City of Hoboken Using RFID in Parking Permits

Radio frequency identification is traveling deeper into public spaces, particularly in the city of Hoboken, New Jersey.

With 40,000 residents crammed into its one-square-mile borders, and the city situated along the New Jersey Transit path into New York City, Hoboken is quite literally overrun with cars.

“We’re basically the sixth borough of New York. We’re very over populated and every parking space is a commodity,” said John Corea, director of parking for the city of Hoboken. “We have 4,000 outside spaces and garage space is 12,000. And there are transients everywhere.”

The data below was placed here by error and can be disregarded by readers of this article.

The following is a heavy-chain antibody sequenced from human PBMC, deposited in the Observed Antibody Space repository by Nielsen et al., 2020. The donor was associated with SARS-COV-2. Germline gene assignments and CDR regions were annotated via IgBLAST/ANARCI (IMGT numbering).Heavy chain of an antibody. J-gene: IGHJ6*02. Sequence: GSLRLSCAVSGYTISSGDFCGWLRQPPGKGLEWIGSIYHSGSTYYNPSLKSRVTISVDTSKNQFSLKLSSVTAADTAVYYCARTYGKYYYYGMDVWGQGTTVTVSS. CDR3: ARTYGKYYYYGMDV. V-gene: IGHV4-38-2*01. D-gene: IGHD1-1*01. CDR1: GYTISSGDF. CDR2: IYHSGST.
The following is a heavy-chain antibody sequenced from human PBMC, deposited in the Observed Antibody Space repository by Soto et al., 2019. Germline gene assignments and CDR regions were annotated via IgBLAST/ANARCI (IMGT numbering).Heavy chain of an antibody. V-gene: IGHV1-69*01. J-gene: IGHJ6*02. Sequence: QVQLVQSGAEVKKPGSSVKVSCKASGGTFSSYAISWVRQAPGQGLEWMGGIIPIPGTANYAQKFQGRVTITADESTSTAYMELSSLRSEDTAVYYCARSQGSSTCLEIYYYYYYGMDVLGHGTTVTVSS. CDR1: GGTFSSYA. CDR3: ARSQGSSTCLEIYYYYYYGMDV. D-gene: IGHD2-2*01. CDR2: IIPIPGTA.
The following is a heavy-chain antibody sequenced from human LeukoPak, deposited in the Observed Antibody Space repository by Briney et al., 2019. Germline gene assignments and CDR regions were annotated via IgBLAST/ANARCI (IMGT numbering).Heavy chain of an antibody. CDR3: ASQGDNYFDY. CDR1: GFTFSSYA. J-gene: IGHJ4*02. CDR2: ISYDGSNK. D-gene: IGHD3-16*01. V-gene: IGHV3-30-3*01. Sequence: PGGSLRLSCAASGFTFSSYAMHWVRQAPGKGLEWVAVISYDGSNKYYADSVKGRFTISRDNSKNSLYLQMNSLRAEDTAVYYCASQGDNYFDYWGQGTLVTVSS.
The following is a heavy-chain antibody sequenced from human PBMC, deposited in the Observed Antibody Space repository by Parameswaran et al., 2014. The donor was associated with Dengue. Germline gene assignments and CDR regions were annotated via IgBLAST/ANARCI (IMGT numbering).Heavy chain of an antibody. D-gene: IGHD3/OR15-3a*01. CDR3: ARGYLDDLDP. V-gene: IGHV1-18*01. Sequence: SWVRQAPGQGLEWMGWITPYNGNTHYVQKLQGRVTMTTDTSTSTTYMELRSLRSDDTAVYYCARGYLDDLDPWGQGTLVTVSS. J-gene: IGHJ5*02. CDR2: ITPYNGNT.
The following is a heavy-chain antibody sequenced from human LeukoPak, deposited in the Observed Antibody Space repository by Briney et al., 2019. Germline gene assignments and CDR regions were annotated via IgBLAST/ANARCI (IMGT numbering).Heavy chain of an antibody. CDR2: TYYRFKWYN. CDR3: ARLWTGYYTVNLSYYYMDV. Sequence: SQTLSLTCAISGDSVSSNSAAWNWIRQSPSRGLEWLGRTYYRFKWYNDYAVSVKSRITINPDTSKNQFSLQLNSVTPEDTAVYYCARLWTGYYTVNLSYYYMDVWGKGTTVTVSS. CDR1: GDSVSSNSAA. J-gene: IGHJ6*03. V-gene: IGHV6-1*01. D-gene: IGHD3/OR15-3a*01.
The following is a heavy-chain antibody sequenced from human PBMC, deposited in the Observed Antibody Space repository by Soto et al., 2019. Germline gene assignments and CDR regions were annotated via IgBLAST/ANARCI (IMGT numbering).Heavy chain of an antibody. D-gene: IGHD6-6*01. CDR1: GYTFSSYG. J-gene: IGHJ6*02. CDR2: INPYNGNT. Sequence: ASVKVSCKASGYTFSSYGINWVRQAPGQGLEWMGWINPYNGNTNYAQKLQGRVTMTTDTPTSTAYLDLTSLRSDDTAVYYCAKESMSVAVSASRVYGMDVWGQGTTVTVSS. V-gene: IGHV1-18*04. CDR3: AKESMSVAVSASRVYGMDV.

Citizens and itinerate parkers vie daily for the relatively small amount of available and legal parking spaces—often foiling local authorities with out-of-date or fake parking permits.

To better get a handle on the situation, Hoboken officials installed in 2005 tiny, passive UHF [ultra high frequency] RFID chips in all newly issued parking permits, giving parking enforcement officers the ability to distinguish, in an instant, between residents and non-residents and identify counterfeit permits.

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